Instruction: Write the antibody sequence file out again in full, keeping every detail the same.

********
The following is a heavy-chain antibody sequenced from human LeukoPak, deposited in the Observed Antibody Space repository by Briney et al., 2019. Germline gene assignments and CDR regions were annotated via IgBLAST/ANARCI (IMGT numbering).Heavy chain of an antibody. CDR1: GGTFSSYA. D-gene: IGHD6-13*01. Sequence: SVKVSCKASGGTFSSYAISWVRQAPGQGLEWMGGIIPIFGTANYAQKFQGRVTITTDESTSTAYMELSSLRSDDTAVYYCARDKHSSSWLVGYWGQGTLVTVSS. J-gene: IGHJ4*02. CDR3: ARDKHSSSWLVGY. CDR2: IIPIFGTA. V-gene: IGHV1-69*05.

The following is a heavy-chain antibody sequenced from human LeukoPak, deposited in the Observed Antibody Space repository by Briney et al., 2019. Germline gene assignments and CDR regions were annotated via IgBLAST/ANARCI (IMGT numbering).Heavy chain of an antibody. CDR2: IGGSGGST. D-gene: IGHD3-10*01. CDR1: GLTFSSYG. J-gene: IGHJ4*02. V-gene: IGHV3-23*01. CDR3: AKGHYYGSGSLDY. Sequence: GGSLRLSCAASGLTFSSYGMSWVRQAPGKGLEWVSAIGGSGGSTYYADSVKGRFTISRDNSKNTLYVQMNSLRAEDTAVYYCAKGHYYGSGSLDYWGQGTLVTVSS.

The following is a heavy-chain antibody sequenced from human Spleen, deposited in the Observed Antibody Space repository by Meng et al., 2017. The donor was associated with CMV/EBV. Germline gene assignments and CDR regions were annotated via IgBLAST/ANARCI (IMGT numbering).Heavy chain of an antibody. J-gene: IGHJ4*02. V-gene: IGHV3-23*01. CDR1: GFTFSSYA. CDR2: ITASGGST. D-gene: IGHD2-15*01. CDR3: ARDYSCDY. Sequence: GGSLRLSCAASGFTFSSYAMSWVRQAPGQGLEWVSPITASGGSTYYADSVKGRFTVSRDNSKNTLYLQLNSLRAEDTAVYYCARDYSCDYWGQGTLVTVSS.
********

The following is a heavy-chain antibody sequenced from human LeukoPak, deposited in the Observed Antibody Space repository by Briney et al., 2019. Germline gene assignments and CDR regions were annotated via IgBLAST/ANARCI (IMGT numbering).Heavy chain of an antibody. CDR1: GGTFSSYA. D-gene: IGHD6-13*01. Sequence: SVKVSCKASGGTFSSYAISWVRQAPGQGLEWMGGIIPIFGTANYAQKFQGRVTITTDESTSTAYMELSSLRSDDTAVYYCARDKHSSSWLVGYWGQGTLVTVSS. J-gene: IGHJ4*02. CDR3: ARDKHSSSWLVGY. CDR2: IIPIFGTA. V-gene: IGHV1-69*05.

The following is a heavy-chain antibody sequenced from human LeukoPak, deposited in the Observed Antibody Space repository by Briney et al., 2019. Germline gene assignments and CDR regions were annotated via IgBLAST/ANARCI (IMGT numbering).Heavy chain of an antibody. CDR2: IGGSGGST. D-gene: IGHD3-10*01. CDR1: GLTFSSYG. J-gene: IGHJ4*02. V-gene: IGHV3-23*01. CDR3: AKGHYYGSGSLDY. Sequence: GGSLRLSCAASGLTFSSYGMSWVRQAPGKGLEWVSAIGGSGGSTYYADSVKGRFTISRDNSKNTLYVQMNSLRAEDTAVYYCAKGHYYGSGSLDYWGQGTLVTVSS.

The following is a heavy-chain antibody sequenced from human Spleen, deposited in the Observed Antibody Space repository by Meng et al., 2017. The donor was associated with CMV/EBV. Germline gene assignments and CDR regions were annotated via IgBLAST/ANARCI (IMGT numbering).Heavy chain of an antibody. J-gene: IGHJ4*02. V-gene: IGHV3-23*01. CDR1: GFTFSSYA. CDR2: ITASGGST. D-gene: IGHD2-15*01. CDR3: ARDYSCDY. Sequence: GGSLRLSCAASGFTFSSYAMSWVRQAPGQGLEWVSPITASGGSTYYADSVKGRFTVSRDNSKNTLYLQLNSLRAEDTAVYYCARDYSCDYWGQGTLVTVSS.